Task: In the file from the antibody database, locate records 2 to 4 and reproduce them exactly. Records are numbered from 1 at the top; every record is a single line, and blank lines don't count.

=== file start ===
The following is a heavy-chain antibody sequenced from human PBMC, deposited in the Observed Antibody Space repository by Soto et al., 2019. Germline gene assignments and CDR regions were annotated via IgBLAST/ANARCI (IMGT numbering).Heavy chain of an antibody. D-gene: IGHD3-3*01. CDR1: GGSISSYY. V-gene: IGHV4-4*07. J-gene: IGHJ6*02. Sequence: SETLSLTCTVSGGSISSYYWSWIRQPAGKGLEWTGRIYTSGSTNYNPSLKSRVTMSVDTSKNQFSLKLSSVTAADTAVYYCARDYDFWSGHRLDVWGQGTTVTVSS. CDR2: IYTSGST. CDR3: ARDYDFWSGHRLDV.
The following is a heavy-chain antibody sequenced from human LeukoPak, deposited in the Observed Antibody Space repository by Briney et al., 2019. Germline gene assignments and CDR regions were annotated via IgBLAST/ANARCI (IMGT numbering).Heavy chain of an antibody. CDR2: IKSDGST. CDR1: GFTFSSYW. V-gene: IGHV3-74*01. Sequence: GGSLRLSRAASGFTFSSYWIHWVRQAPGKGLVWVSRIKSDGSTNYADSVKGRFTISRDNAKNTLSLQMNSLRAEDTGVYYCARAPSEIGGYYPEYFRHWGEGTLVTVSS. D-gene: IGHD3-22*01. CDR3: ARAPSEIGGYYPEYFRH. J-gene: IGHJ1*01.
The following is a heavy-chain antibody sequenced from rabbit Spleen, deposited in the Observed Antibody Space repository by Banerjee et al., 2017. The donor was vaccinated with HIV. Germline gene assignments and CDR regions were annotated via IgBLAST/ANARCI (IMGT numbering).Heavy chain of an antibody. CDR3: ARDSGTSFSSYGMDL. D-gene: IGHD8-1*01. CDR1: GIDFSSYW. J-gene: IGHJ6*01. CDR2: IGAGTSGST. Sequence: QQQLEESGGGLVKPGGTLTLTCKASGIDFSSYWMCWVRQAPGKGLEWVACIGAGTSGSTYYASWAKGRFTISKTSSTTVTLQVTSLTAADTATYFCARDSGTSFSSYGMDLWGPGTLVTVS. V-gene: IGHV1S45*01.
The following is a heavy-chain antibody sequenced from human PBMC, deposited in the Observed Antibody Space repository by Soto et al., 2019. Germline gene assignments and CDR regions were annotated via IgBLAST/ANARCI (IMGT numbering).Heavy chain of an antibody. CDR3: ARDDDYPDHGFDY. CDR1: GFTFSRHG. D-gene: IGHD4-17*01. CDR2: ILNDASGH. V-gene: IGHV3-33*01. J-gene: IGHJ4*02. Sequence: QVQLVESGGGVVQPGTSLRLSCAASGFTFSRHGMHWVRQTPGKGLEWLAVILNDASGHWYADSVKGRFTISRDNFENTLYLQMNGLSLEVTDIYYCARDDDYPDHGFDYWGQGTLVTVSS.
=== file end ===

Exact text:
The following is a heavy-chain antibody sequenced from human LeukoPak, deposited in the Observed Antibody Space repository by Briney et al., 2019. Germline gene assignments and CDR regions were annotated via IgBLAST/ANARCI (IMGT numbering).Heavy chain of an antibody. CDR2: IKSDGST. CDR1: GFTFSSYW. V-gene: IGHV3-74*01. Sequence: GGSLRLSRAASGFTFSSYWIHWVRQAPGKGLVWVSRIKSDGSTNYADSVKGRFTISRDNAKNTLSLQMNSLRAEDTGVYYCARAPSEIGGYYPEYFRHWGEGTLVTVSS. D-gene: IGHD3-22*01. CDR3: ARAPSEIGGYYPEYFRH. J-gene: IGHJ1*01.
The following is a heavy-chain antibody sequenced from rabbit Spleen, deposited in the Observed Antibody Space repository by Banerjee et al., 2017. The donor was vaccinated with HIV. Germline gene assignments and CDR regions were annotated via IgBLAST/ANARCI (IMGT numbering).Heavy chain of an antibody. CDR3: ARDSGTSFSSYGMDL. D-gene: IGHD8-1*01. CDR1: GIDFSSYW. J-gene: IGHJ6*01. CDR2: IGAGTSGST. Sequence: QQQLEESGGGLVKPGGTLTLTCKASGIDFSSYWMCWVRQAPGKGLEWVACIGAGTSGSTYYASWAKGRFTISKTSSTTVTLQVTSLTAADTATYFCARDSGTSFSSYGMDLWGPGTLVTVS. V-gene: IGHV1S45*01.
The following is a heavy-chain antibody sequenced from human PBMC, deposited in the Observed Antibody Space repository by Soto et al., 2019. Germline gene assignments and CDR regions were annotated via IgBLAST/ANARCI (IMGT numbering).Heavy chain of an antibody. CDR3: ARDDDYPDHGFDY. CDR1: GFTFSRHG. D-gene: IGHD4-17*01. CDR2: ILNDASGH. V-gene: IGHV3-33*01. J-gene: IGHJ4*02. Sequence: QVQLVESGGGVVQPGTSLRLSCAASGFTFSRHGMHWVRQTPGKGLEWLAVILNDASGHWYADSVKGRFTISRDNFENTLYLQMNGLSLEVTDIYYCARDDDYPDHGFDYWGQGTLVTVSS.